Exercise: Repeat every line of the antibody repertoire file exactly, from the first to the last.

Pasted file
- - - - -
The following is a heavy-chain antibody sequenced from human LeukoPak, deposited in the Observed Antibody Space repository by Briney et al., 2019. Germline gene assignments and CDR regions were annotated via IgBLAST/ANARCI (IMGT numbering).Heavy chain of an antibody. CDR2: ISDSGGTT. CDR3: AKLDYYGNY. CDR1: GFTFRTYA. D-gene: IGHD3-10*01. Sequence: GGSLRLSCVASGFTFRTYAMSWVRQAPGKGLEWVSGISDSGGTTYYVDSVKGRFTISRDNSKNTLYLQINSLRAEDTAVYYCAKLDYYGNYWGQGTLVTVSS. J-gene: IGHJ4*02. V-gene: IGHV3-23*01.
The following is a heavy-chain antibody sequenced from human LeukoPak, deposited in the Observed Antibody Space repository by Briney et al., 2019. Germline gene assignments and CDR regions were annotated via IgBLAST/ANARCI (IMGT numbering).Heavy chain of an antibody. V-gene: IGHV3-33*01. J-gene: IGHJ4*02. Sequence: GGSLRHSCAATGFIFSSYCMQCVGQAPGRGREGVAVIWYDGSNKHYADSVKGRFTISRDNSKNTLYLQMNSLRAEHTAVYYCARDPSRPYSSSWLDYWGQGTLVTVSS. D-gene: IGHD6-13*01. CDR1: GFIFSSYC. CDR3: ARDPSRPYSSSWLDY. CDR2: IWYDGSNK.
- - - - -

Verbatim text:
The following is a heavy-chain antibody sequenced from human LeukoPak, deposited in the Observed Antibody Space repository by Briney et al., 2019. Germline gene assignments and CDR regions were annotated via IgBLAST/ANARCI (IMGT numbering).Heavy chain of an antibody. CDR2: ISDSGGTT. CDR3: AKLDYYGNY. CDR1: GFTFRTYA. D-gene: IGHD3-10*01. Sequence: GGSLRLSCVASGFTFRTYAMSWVRQAPGKGLEWVSGISDSGGTTYYVDSVKGRFTISRDNSKNTLYLQINSLRAEDTAVYYCAKLDYYGNYWGQGTLVTVSS. J-gene: IGHJ4*02. V-gene: IGHV3-23*01.
The following is a heavy-chain antibody sequenced from human LeukoPak, deposited in the Observed Antibody Space repository by Briney et al., 2019. Germline gene assignments and CDR regions were annotated via IgBLAST/ANARCI (IMGT numbering).Heavy chain of an antibody. V-gene: IGHV3-33*01. J-gene: IGHJ4*02. Sequence: GGSLRHSCAATGFIFSSYCMQCVGQAPGRGREGVAVIWYDGSNKHYADSVKGRFTISRDNSKNTLYLQMNSLRAEHTAVYYCARDPSRPYSSSWLDYWGQGTLVTVSS. D-gene: IGHD6-13*01. CDR1: GFIFSSYC. CDR3: ARDPSRPYSSSWLDY. CDR2: IWYDGSNK.